I like baseball. I’m not even entirely sure why I like it, but I do.
Maybe I like baseball because I am an American, and it seems like the perfect American expression of freedom to go out on a nice evening, of my own choosing, take my family and watch a baseball game. It makes me feel free, maybe more than anything else does. Your thoughts and cares could all drift away in what it symbolizes.
At least until opening day for the Tacoma Rainiers on Thursday.
This wasn’t baseball. It was a nightmare, and it felt like watching 24-hour cable TV news coverage of imminent terrorists attacks.
I got there early to get in before the game started, but found long lines of people as far as I could see, waiting to get through “security” screening. We walked all the way across the parking lot to the overlook onto state Route 16 and stood on the hot black asphalt for an hour in 78-degree heat in the sun. No shade. No water. No restrooms for people.
People were unhappy and hot, and some were fearful of having nowhere to relieve themselves.
By the time we got to a screening station, security personnel were searching the purses of women before they even got to metal detectors. The line we had originally gotten into had doubled in length behind us, and people were angry.
But the problem is far deeper. If we have to be treated like this to see a baseball game in Tacoma, then the battle is already over and we have lost everything that freedom really is. The only thing that terrorists have ever planned on getting from us is to terrorize us and change our behavior. This is their victory – making us suffer and live in constant fear, even when just trying to see a baseball game.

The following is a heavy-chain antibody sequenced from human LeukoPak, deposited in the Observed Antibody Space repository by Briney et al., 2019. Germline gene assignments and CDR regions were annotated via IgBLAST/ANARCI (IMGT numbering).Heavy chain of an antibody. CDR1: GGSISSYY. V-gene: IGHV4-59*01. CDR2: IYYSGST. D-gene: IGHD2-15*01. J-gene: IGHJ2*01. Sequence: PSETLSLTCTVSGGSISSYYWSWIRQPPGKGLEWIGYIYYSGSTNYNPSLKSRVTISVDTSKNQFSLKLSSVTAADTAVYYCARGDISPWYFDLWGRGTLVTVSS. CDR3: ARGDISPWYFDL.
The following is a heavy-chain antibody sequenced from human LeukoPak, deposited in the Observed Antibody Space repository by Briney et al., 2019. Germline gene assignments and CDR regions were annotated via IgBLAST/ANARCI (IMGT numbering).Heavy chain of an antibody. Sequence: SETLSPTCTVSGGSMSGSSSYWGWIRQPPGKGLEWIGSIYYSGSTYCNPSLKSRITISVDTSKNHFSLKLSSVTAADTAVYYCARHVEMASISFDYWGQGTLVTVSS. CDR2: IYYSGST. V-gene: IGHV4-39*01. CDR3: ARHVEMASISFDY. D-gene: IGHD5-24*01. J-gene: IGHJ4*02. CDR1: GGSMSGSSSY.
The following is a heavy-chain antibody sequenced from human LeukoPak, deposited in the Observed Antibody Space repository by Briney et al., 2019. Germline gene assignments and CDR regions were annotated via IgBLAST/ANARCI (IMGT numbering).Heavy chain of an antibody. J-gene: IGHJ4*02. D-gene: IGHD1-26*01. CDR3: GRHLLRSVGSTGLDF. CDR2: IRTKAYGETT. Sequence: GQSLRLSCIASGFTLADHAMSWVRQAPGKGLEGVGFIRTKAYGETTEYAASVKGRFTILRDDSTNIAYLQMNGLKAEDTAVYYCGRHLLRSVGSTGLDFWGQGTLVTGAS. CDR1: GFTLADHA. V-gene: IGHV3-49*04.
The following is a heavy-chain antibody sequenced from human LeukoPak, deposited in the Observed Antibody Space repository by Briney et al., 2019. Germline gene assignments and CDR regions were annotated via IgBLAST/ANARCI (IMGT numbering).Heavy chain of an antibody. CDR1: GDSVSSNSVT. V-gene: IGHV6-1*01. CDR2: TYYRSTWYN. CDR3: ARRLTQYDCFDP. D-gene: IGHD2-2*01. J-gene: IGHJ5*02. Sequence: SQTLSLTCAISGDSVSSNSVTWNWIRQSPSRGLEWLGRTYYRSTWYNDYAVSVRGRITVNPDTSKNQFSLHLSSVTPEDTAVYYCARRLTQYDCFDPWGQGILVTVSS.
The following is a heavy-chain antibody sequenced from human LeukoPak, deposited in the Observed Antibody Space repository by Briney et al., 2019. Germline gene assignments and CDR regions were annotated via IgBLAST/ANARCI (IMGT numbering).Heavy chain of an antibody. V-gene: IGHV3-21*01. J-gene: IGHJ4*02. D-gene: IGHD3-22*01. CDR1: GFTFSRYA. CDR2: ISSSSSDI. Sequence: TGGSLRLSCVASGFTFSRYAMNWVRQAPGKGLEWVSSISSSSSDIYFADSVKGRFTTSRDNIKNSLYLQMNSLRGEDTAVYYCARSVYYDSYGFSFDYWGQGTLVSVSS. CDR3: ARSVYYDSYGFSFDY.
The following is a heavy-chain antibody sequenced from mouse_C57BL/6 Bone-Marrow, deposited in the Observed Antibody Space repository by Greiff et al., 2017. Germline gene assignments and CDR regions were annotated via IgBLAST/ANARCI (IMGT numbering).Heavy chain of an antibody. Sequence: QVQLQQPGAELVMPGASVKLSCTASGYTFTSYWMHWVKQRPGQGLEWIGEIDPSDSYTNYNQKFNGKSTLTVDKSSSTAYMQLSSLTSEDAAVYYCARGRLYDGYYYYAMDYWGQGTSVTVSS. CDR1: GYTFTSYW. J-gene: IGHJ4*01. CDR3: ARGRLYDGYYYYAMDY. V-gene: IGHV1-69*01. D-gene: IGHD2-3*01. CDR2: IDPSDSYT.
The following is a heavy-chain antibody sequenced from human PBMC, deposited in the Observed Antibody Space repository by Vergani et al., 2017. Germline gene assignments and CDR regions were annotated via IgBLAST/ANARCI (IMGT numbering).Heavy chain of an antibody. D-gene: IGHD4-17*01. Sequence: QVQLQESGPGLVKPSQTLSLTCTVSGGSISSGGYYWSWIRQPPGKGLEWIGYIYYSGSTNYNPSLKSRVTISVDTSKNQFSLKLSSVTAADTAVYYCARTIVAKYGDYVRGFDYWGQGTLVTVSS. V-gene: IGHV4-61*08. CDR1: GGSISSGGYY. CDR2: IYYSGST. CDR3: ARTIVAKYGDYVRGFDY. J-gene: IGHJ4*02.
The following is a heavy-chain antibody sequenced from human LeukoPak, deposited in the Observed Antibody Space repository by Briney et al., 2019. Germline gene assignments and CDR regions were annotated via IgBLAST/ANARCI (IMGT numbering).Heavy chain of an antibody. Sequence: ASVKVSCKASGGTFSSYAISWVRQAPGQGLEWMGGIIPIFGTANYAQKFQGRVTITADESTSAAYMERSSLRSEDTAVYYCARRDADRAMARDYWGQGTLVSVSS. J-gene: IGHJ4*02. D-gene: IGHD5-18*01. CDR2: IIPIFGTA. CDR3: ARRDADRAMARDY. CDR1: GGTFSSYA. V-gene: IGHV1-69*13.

The really dumb part is that no one would ever actually attack a baseball game. The place is filled with more security and police officers that just about anywhere in Pierce County when a game is being played. No such plan could be successful. The risk of being injured by a baseball or an overserved patron is infinitely higher.
And there is no need to attack us when we do this to ourselves; the terrorists have already won.
This is an insult to soldiers who fought so we can live free in America. We’ve lost our freedom to watch a baseball game without cowering in fear in an overheated parking lot for an hour and being treated like animals because a foreign terrorist somewhere has deemed that we will now will live this way.
My son fought several tours of duty in Iraq and Afghanistan in the 173rd Airborne, U.S. Army Infantry unit. He was wounded in combat and is disabled. I spent 25 years in police work keeping our communities safe. These things were done so we could live free as Americans in our own country, not as fearful cowards.
Once in the ballpark, I was kind of stunned to hear the national anthem played. It seemed misplaced, and I was oddly uncomfortable to hear it just then. I didn’t feel like I was in the land of the free and home of the brave anymore. I was just embarrassed by the extent of the freedoms we had just given up for additional mindless and pointless “security” – security that does nothing more than to prove just how weak, fearful, insecure and beaten we have evidently become, even at a baseball game.
I’m not going back, and I hope others will consider doing the same as long as we are treated like this. It’s not freedom, it’s not American and it’s certainly not baseball in Tacoma.
State Rep. Christopher Hurst, D-Enumclaw, represents the 31st Legislative District in the House of Representatives.